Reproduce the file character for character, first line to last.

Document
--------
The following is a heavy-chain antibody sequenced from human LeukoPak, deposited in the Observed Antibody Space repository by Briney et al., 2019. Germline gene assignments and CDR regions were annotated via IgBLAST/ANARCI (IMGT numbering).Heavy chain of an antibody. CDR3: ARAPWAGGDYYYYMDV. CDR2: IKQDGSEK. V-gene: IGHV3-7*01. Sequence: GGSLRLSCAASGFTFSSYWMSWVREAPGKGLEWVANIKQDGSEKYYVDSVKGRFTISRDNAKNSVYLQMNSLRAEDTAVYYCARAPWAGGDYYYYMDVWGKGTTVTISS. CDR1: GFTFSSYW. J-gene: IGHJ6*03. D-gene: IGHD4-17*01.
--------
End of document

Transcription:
The following is a heavy-chain antibody sequenced from human LeukoPak, deposited in the Observed Antibody Space repository by Briney et al., 2019. Germline gene assignments and CDR regions were annotated via IgBLAST/ANARCI (IMGT numbering).Heavy chain of an antibody. CDR3: ARAPWAGGDYYYYMDV. CDR2: IKQDGSEK. V-gene: IGHV3-7*01. Sequence: GGSLRLSCAASGFTFSSYWMSWVREAPGKGLEWVANIKQDGSEKYYVDSVKGRFTISRDNAKNSVYLQMNSLRAEDTAVYYCARAPWAGGDYYYYMDVWGKGTTVTISS. CDR1: GFTFSSYW. J-gene: IGHJ6*03. D-gene: IGHD4-17*01.